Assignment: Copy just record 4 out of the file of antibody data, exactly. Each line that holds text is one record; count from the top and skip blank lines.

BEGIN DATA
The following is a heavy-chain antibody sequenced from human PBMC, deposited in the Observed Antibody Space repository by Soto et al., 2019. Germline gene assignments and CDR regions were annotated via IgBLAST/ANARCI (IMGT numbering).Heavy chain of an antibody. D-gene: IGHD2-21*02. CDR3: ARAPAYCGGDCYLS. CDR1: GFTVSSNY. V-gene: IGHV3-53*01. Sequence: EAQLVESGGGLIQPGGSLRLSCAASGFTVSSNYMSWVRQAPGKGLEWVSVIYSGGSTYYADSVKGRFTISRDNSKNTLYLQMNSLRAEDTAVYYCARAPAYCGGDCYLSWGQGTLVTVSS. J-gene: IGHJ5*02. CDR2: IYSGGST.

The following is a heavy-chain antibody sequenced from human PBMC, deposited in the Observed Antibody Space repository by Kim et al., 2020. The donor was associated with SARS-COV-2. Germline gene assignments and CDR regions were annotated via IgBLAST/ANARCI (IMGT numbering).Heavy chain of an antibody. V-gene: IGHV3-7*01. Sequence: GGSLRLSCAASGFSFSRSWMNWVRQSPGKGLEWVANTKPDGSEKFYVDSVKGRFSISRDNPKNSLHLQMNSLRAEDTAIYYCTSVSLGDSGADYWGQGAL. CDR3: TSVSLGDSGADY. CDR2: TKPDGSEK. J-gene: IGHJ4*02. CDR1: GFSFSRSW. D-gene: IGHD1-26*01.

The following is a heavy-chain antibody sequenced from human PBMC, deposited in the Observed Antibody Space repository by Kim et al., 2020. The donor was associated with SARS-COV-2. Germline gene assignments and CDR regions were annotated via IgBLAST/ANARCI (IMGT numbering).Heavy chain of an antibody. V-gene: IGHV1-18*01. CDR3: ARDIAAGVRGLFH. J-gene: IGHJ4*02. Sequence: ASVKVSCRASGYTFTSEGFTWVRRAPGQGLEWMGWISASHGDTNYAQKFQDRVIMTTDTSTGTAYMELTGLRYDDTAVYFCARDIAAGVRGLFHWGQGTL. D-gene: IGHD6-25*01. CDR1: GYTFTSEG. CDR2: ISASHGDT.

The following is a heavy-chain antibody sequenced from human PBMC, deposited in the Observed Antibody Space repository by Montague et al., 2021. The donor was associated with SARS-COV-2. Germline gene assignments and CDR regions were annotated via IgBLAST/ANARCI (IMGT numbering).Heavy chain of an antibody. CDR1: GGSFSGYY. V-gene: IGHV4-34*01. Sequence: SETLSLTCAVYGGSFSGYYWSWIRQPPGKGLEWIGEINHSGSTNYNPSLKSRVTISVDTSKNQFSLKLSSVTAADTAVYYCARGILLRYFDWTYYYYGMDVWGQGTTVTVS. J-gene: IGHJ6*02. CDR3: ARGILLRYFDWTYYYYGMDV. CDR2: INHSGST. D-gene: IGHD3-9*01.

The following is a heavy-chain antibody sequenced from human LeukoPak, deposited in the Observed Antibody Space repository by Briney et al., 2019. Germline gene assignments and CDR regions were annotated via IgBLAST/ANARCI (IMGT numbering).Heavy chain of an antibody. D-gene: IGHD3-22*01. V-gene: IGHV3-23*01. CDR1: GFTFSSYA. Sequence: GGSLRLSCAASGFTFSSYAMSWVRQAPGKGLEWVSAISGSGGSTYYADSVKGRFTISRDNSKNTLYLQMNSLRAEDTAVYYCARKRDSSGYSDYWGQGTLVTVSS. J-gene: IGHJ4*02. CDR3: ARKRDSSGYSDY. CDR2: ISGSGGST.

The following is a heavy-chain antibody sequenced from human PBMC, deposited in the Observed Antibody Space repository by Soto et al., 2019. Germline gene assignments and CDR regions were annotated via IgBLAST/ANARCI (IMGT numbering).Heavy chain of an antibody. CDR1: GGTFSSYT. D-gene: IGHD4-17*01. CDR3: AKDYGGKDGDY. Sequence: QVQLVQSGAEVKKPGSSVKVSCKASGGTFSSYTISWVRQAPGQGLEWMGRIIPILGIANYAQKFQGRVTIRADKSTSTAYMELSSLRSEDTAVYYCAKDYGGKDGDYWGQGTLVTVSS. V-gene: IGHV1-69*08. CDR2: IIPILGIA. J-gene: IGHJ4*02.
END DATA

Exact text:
The following is a heavy-chain antibody sequenced from human PBMC, deposited in the Observed Antibody Space repository by Montague et al., 2021. The donor was associated with SARS-COV-2. Germline gene assignments and CDR regions were annotated via IgBLAST/ANARCI (IMGT numbering).Heavy chain of an antibody. CDR1: GGSFSGYY. V-gene: IGHV4-34*01. Sequence: SETLSLTCAVYGGSFSGYYWSWIRQPPGKGLEWIGEINHSGSTNYNPSLKSRVTISVDTSKNQFSLKLSSVTAADTAVYYCARGILLRYFDWTYYYYGMDVWGQGTTVTVS. J-gene: IGHJ6*02. CDR3: ARGILLRYFDWTYYYYGMDV. CDR2: INHSGST. D-gene: IGHD3-9*01.